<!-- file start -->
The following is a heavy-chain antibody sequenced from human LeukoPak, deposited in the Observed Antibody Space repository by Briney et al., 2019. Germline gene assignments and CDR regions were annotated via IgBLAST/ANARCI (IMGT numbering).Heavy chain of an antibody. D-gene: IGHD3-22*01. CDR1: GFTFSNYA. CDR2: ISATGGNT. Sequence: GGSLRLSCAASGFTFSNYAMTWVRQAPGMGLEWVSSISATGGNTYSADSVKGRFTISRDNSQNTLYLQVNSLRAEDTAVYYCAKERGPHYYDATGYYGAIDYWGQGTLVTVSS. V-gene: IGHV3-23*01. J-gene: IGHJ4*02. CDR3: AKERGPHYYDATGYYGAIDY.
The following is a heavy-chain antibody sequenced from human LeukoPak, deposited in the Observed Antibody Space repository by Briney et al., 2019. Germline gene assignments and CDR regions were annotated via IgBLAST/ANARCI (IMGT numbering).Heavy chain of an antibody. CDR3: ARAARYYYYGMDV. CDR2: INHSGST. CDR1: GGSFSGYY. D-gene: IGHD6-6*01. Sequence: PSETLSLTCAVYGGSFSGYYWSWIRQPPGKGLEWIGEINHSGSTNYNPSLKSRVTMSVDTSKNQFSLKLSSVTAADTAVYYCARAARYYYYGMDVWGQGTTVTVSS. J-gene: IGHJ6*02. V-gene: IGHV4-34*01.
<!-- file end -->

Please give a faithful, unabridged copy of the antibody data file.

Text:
The following is a heavy-chain antibody sequenced from human LeukoPak, deposited in the Observed Antibody Space repository by Briney et al., 2019. Germline gene assignments and CDR regions were annotated via IgBLAST/ANARCI (IMGT numbering).Heavy chain of an antibody. D-gene: IGHD3-22*01. CDR1: GFTFSNYA. CDR2: ISATGGNT. Sequence: GGSLRLSCAASGFTFSNYAMTWVRQAPGMGLEWVSSISATGGNTYSADSVKGRFTISRDNSQNTLYLQVNSLRAEDTAVYYCAKERGPHYYDATGYYGAIDYWGQGTLVTVSS. V-gene: IGHV3-23*01. J-gene: IGHJ4*02. CDR3: AKERGPHYYDATGYYGAIDY.
The following is a heavy-chain antibody sequenced from human LeukoPak, deposited in the Observed Antibody Space repository by Briney et al., 2019. Germline gene assignments and CDR regions were annotated via IgBLAST/ANARCI (IMGT numbering).Heavy chain of an antibody. CDR3: ARAARYYYYGMDV. CDR2: INHSGST. CDR1: GGSFSGYY. D-gene: IGHD6-6*01. Sequence: PSETLSLTCAVYGGSFSGYYWSWIRQPPGKGLEWIGEINHSGSTNYNPSLKSRVTMSVDTSKNQFSLKLSSVTAADTAVYYCARAARYYYYGMDVWGQGTTVTVSS. J-gene: IGHJ6*02. V-gene: IGHV4-34*01.